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Archaeological Site of Sesklo

Last Update: Mar 2010
Archaeological site, Cultural heritage SESKLO , VOLOS , GREECE
38500 SESKLO , VOLOS , GREECE
Tel.: +30 24210 25285, 85960 , Fax: +30 24210 28563
Opening hours:
00Jan - 00Dec Mon-Sun, 0800-1500

Archaeological Site of Sesklo - Overview

   The Neolithic settlement of Sesklo developed on the "Kastraki" hill and its surrounding area. It was inhabited from the mid-7th till the 4th millenium BC. During the Middle Neolithic period the settlement covered a large area of at least 100.000 sq. m. with substantial structures, as the stone foundations of blocks of houses on Kastraki hill indicate.
   The Neolithic settlement of Sesklo was first discovered in the end of the 19th century. The findings of the excavations that followed established the settlement as one of the main Neolithic settlements in Greece, as well as in Europe. The pottery of Sesklo consists the chronological basis of the Middle Neolithic subperiods in the Greek region. During the Middle Neolithic the settlement was very extended. This period is widely known as "Sesklo civilization" and is characterized from the increase of pottery and the improvement of firing techniques. The abundance of stone tools and the increased use of obsidian from Melos are characteristic. The strucrures on "Kastraki" hill are mainly of small size with narrow streets and open areas -"squares"- among them.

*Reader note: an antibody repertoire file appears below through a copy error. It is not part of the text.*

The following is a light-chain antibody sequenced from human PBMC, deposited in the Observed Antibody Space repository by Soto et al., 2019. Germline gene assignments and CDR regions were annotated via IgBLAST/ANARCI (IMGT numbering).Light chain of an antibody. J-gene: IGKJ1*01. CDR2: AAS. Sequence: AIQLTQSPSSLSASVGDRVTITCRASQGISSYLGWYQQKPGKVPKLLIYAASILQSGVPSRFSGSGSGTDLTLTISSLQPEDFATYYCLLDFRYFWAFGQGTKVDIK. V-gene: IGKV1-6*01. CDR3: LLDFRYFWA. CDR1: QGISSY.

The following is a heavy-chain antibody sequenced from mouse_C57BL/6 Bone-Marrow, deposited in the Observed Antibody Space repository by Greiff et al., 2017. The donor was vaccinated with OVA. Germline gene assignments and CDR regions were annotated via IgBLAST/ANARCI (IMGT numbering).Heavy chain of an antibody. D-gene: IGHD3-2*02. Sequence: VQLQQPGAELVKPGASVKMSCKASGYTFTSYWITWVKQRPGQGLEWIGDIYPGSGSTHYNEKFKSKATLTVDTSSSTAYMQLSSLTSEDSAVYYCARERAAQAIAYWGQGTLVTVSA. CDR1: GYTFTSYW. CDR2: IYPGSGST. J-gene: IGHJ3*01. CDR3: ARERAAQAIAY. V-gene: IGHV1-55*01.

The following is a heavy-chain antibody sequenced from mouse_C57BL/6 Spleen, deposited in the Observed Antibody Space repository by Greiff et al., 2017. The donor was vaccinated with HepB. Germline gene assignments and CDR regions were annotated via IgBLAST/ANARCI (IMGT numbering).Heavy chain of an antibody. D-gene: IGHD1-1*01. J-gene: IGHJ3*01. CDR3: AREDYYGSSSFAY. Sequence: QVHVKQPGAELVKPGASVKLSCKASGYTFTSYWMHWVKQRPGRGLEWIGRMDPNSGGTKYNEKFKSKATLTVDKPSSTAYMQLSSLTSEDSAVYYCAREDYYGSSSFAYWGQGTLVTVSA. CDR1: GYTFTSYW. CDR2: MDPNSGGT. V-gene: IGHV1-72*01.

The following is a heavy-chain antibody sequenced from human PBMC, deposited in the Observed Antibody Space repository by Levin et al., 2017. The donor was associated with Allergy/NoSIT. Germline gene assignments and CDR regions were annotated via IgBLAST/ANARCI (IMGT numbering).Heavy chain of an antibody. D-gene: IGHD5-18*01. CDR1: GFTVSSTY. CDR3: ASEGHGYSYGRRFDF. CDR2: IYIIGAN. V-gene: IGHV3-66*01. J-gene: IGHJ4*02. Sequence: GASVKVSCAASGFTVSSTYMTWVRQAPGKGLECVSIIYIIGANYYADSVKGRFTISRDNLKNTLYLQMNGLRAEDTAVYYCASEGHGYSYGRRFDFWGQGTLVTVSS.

The first excavations of the settlement took place in 1901-1902 by Chr. Tsountas. In 1956 D. R. Theocharis started a new archaeological research on the hill and, since 1972, in the surrounding area, where the Middle Neolithic settlement expanded.

Archaeological Site of Sesklo - Map

Executives & Departments

  • Archaeological service:, Tel.: 24210 76455, 24210 76278, Fax: 24210 76496, Email:  
    13th Ephorate of Prehistoric and Classical Antiquities, Volos

Principals / HQ / participations...

Activities / facilities / services / specialization

Archaeological site

Art & culture

Visiting Information • Fixed hours • Organized archeological site
Prehistoric settlement • Neolithic period, 6500-3200 BC

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